Uninsured in Vt. drops nearly a thirdBy DAVE GRAM
THE Associated Press | March 08,2013TOBY TALBOT / AP PHOTO
Green Mountain Care Board Chairwoman Anya Rader Wallack, left, and board member Al Gobeille look over documents at a meeting Thursday in Montpelier.MONTPELIER — A new survey by the state of Vermont finds the number of residents without health insurance has dropped by nearly a third in the past seven years, mainly due to growth in government programs.
Results made public Thursday at a meeting of the Green Mountain Care Board show more than 61,000 Vermonters were without health coverage in 2005, or 9.8 percent of the population. The number dropped to 42,760, or 6.8 percent, by 2012.
Those with private, unsubsidized health insurance dropped from more than 369,000 residents to fewer than 346,000.
Meanwhile, Medicaid recipients were up by nearly 21,000, and there were more than 10,000 more residents on Medicare.
Those with military coverage grew by nearly 6,000 and a new state-backed program called Catamount Health had more than 10,000 subscribers.
The survey was done in August by the Market Decisions firm for the Department of Financial Regulation. Surveyors interviewed 4,610 households by cellphone and landline.
It was the fifth time since 2000 the state had commissioned such a survey.
Other findings included: Young adults were more likely to be uninsured than their elders; the median age for the uninsured was 32; the median age for those with insurance was 42. Of people 65 and older, 100 percent had insurance, thanks to Medicare. Most likely to have insurance were the poorest, who get Medicaid, and those with household incomes higher than $92,200 for a family of four.
Release of the data came as the Green Mountain Care Board continued its work to prepare Vermont for the health care overhaul under the federal Affordable Care Act. Under the new law, Americans will be able to choose from various levels of care. The lower the monthly premium, the higher the co-payments and deductibles the consumer will pay. Premiums will be subsidized with federal tax credits at many income levels.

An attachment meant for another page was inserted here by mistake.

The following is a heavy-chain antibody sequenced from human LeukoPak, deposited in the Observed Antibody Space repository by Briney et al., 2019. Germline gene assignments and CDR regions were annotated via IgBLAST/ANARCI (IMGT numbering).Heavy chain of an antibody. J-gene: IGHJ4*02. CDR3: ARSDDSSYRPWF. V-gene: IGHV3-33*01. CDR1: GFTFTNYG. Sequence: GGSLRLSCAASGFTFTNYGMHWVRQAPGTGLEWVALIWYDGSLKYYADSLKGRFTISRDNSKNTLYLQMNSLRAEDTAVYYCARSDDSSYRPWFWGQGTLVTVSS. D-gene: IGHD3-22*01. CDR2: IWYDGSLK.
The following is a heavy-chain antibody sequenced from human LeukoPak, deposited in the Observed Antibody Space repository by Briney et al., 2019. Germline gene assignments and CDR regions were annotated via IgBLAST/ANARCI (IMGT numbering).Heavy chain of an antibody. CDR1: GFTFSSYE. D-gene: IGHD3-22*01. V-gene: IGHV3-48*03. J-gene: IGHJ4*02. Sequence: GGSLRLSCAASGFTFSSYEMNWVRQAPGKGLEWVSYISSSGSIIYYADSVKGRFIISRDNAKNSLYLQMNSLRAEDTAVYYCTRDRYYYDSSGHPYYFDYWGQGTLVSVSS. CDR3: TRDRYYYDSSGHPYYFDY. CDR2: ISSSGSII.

Anya Rader Wallack, chairwoman of the Green Mountain Care Board, said monthly premiums for the various levels of coverage have not been set yet.MORE IN Vermont News
- Most Popular
- Most Emailed
- TODAY'S WEATHER MINUTE: Tibetans' ability to breathe and absorb oxygen at high altitude might have been inherited from their ancient ancestors, our new pals, the Denisovans, more dominant in their day than anybody can remember.
- TOMORROW'S HEADLINES TODAY: Rutland Herald Editor Rob Mitchell and staff writer Bryanna Allen discuss conflict at Open Door Mission, MSJ's new principal, teens carve marble in West Rutland.
- TODAY'S WEATHER MINUTE: Researchers find new species of hominid, the Denisovans, and follow genetic evidence that place them across a wide swath of the globe before extinction 40,000 years ago.
- TOMORROW'S HEADLINES TODAY: Proctor estate sale hits serious legal speed bump, Rutland Town wraps up solar project regulations, Patty Minichiello interviews visiting sculptor in West Rutland and Castleton Crackers honored with national award.
- RICHARD'S POOR ALMANACK: Tamerlane, in 1401 on this day, lays waste to Baghdad; 'Rock Around The Clock' hits No. 1 on Billboard chart in 1955, stays there for eight weeks.
- TODAY'S WEATHER MINUTE: Rutland Herald content editor Rich Alcott shares local weather information and easily digestible news tidbits: Texas towns, shaken by earthquakes linked to fracking for gas and oil, are fed up and scared, want to ban the practice,